In response to commenters' concerns about how proof of filing under the current regulations will be obtained, the regulation has been revised to provide, that if requested by the CO under § 656.20, the employer must send a copy of the original application together with any amendments to the appropriate ETA application processing center. Specific instructions for the withdrawing of cases that are to be refiled under this final rule, will be posted at http://workforcesecurity.doleta.gov/​foreign/​.

Employers that have already begun supervised recruitment may not refile under this final rule and maintain the original application's filing date. Therefore, the commenter's concern about losing recruitment information when applications are converted is not an issue.

If operating experience indicates further guidance on refiling cases is needed, we will issue to the SWAs and COs a policy directive, which we will publish in the Federal Register, outlining in further detail the procedures to be followed in adjudicating such requests.

(5) Priority in Processing Applications

One commenter addressed the priority of applications filed before this final rule's effective date. The commenter believed we should give these pending applications priority in processing because a majority of them would fail to meet the standards contained in the Notice of Proposed Rulemaking.

AILA suggested we process conversion applications ahead of new applications to avoid further delays. AILA asserted many employers will not convert their cases to the new system unless restrictions are changed or the applicants' cases are “grandfathered.”

We will process applications, including properly refiled applications, in the order in which they were filed under this final rule.

4. Pre-Filing Recruitment Requirements

Under the proposed rule, the employer must recruit during the 6-month period before filing the application. Recruitment for professional occupations consists of a job order and two print advertisements plus three additional steps. Recruitment for nonprofessional occupations consists of a job order and two print advertisements. We specifically invited comment on the advertising requirements, and the different requirements for professional and nonprofessional occupations.

We received more than 40 comments on the proposed recruitment requirements. Comments came from SWAs, employers, attorneys, organizations, and private individuals. The SWAs, FAIR, and the AFL-CIO were supportive, and even suggested additional requirements.

The remaining commenters were generally opposed to the pre-filing recruitment requirements outlined in the NPRM. Commenters objected to the requirements on the grounds that employers would not have enough discretion in their choice of recruitment methods and the requirements were excessive. A number of commenters specifically compared the proposed rule to current RIR requirements. AILA and ACIP, among others, suggested the new requirements be the same as for RIR processing. This, they felt, would allow employers to use real-world recruitment methods and prevent DOL from micro-managing the recruitment process. Other commenters did not specifically mention RIR processing, but stated the proposed requirements were not real-world.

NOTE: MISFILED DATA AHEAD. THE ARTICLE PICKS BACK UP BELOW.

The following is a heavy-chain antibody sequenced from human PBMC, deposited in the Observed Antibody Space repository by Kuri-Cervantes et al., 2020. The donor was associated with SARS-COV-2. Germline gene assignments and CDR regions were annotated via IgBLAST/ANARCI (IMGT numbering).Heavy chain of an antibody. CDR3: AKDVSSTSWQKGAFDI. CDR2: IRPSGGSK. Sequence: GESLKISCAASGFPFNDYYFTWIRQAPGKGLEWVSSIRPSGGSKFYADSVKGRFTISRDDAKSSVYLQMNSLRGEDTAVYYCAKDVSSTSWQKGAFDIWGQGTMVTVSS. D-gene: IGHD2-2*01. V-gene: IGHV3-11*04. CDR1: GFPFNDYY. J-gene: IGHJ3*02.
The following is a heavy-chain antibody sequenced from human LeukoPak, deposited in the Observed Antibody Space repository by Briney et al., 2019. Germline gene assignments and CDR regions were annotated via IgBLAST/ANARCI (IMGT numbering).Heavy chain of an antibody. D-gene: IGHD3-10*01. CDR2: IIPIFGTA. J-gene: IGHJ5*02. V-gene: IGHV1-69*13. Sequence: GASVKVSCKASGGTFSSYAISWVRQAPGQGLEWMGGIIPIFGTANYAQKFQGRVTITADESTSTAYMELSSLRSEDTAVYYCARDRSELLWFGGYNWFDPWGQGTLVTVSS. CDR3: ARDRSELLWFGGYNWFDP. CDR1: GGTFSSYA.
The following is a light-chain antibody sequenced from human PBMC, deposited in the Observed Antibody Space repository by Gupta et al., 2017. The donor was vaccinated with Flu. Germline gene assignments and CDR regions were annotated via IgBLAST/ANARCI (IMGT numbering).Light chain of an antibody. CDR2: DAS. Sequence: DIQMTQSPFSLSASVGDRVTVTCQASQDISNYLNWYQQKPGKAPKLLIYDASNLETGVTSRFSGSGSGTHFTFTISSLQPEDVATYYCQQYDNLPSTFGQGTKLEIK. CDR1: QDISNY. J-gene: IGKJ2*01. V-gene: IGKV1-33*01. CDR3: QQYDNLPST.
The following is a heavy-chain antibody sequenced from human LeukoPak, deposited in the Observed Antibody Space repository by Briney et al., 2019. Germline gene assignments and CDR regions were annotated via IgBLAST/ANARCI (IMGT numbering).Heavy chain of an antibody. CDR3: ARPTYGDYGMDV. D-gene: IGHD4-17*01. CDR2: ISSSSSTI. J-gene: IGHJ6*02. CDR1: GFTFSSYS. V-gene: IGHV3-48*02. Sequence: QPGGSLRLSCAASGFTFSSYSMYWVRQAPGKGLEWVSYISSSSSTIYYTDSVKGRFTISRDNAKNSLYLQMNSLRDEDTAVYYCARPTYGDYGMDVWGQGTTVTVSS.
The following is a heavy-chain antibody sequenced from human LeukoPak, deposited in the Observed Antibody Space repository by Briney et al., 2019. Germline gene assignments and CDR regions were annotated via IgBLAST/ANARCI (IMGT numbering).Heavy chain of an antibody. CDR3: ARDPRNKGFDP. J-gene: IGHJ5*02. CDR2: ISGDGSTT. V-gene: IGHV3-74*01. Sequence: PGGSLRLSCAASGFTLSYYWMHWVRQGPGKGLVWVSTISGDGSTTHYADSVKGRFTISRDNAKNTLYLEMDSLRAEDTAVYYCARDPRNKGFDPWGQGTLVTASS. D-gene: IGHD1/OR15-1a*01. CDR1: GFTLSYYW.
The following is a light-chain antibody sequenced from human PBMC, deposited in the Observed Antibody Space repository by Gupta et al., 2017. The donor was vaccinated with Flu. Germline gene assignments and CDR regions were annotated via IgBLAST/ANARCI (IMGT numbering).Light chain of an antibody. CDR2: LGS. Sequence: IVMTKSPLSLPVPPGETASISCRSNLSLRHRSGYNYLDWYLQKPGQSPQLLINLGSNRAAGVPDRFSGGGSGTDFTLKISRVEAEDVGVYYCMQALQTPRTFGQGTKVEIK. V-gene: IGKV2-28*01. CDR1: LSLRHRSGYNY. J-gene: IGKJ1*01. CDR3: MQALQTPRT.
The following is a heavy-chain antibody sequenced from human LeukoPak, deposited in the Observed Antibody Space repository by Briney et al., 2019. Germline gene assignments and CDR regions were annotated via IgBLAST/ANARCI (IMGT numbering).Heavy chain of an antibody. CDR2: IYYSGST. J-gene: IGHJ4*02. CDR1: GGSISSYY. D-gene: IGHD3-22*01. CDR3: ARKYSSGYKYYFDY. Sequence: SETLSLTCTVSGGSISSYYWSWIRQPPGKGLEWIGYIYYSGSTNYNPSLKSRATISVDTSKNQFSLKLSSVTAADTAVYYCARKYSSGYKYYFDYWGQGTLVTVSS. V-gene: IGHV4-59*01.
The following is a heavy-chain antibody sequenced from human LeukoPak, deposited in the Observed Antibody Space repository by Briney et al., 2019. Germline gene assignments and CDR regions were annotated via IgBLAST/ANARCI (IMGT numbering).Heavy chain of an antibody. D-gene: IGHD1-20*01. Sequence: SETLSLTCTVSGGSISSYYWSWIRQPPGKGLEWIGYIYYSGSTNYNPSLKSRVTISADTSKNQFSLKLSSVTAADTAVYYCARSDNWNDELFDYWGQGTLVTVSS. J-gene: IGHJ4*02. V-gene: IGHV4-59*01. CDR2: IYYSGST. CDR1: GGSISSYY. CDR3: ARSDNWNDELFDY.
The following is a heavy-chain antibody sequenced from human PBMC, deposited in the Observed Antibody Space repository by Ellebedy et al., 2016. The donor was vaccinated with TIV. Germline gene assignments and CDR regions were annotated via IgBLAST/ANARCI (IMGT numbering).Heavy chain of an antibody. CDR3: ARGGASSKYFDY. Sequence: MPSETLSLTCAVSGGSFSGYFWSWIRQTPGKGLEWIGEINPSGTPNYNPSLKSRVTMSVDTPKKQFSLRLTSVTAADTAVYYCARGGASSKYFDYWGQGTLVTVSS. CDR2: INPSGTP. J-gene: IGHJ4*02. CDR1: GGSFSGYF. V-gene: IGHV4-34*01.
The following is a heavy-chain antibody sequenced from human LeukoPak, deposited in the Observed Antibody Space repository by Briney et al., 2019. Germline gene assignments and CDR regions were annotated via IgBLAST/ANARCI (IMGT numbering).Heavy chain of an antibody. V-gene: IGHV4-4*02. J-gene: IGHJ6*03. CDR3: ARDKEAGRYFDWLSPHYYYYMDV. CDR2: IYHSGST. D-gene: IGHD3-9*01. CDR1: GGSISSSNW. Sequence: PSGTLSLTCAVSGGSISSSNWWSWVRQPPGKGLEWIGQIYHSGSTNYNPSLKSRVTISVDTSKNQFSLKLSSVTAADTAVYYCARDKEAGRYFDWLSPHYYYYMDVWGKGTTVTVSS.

Comparing the requirements in the new system to RIR requirements presents only part of the picture. Employers may use RIR processing only for occupations for which few or no U.S. workers are available. Employers who file under the basic labor certification process have always been required to follow a specific recruitment regimen. In addition, although RIR processing allows the employer more discretion in its recruitment methods than allowed in the proposed regulations, it requires a hands-on, case-by-case review. This type of review is incompatible with a uniform, streamlined system. In this final rule, we have prescribed a recruitment regimen in § 656.17(e) that, based on our program experience, is the most appropriate for all occupations.

a. Job Order and Two Print Advertisements

In addition to the more general comments about the recruitment regimen, we received specific comments about the requirements for a job order and two Sunday print advertisements. With few exceptions, commenters focused on professional occupations and did not specifically address the appropriateness of the requirements for nonprofessional occupations.

(1) Job Order

Relatively few commenters specifically addressed the requirement for a job order. FAIR and the AFL-CIO supported a job order for all occupations. Almost all others who commented on the requirement opposed it, mostly because they felt it was ineffective.

For the past 25 years, employers have been required to place a job order as part of their supervised recruitment efforts. Placing a job order requires no fee, and minimal effort from the employer. SWAs encourage everyone who is unemployed or looking for work to search the Job Bank for openings. We see no compelling reason to delete the requirement for a job order, which reaches a large pool of applicants who are actively seeking work.

(2) Newspaper Advertisements

Very few commenters discussed the requirement for a Sunday advertisement versus a midweek advertisement. One SWA called it an extremely important change, noting many employers deliberately avoid Sunday advertisements because they are more costly and more likely to yield a response.

Many commenters addressed the requirement for two print advertisements. Of these, the vast majority opposed the requirement. Some commenters were concerned about the cost. Most of these commenters worried that a long, detailed advertisement would be far more costly than an RIR-style advertisement. A couple of these commenters also felt that our estimate of Start Printed Page 77344$500 per advertisement was much too low.